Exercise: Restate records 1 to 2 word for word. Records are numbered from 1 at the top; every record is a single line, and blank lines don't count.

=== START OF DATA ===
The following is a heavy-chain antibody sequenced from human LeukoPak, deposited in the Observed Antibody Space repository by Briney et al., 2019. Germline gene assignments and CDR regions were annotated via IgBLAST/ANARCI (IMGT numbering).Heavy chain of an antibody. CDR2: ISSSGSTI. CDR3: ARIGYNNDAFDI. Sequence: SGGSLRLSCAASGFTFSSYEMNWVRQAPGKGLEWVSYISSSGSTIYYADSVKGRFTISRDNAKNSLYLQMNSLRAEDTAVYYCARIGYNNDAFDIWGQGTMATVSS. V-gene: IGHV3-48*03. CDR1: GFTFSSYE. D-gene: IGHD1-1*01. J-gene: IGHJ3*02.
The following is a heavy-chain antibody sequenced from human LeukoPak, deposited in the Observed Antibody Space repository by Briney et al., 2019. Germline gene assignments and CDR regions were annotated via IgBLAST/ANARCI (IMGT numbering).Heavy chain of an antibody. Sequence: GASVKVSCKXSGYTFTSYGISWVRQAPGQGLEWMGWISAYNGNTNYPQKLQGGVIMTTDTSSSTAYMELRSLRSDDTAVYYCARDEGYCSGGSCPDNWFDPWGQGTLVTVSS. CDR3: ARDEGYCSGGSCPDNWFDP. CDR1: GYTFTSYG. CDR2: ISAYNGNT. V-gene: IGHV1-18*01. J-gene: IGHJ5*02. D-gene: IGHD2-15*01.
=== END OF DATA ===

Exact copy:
The following is a heavy-chain antibody sequenced from human LeukoPak, deposited in the Observed Antibody Space repository by Briney et al., 2019. Germline gene assignments and CDR regions were annotated via IgBLAST/ANARCI (IMGT numbering).Heavy chain of an antibody. CDR2: ISSSGSTI. CDR3: ARIGYNNDAFDI. Sequence: SGGSLRLSCAASGFTFSSYEMNWVRQAPGKGLEWVSYISSSGSTIYYADSVKGRFTISRDNAKNSLYLQMNSLRAEDTAVYYCARIGYNNDAFDIWGQGTMATVSS. V-gene: IGHV3-48*03. CDR1: GFTFSSYE. D-gene: IGHD1-1*01. J-gene: IGHJ3*02.
The following is a heavy-chain antibody sequenced from human LeukoPak, deposited in the Observed Antibody Space repository by Briney et al., 2019. Germline gene assignments and CDR regions were annotated via IgBLAST/ANARCI (IMGT numbering).Heavy chain of an antibody. Sequence: GASVKVSCKXSGYTFTSYGISWVRQAPGQGLEWMGWISAYNGNTNYPQKLQGGVIMTTDTSSSTAYMELRSLRSDDTAVYYCARDEGYCSGGSCPDNWFDPWGQGTLVTVSS. CDR3: ARDEGYCSGGSCPDNWFDP. CDR1: GYTFTSYG. CDR2: ISAYNGNT. V-gene: IGHV1-18*01. J-gene: IGHJ5*02. D-gene: IGHD2-15*01.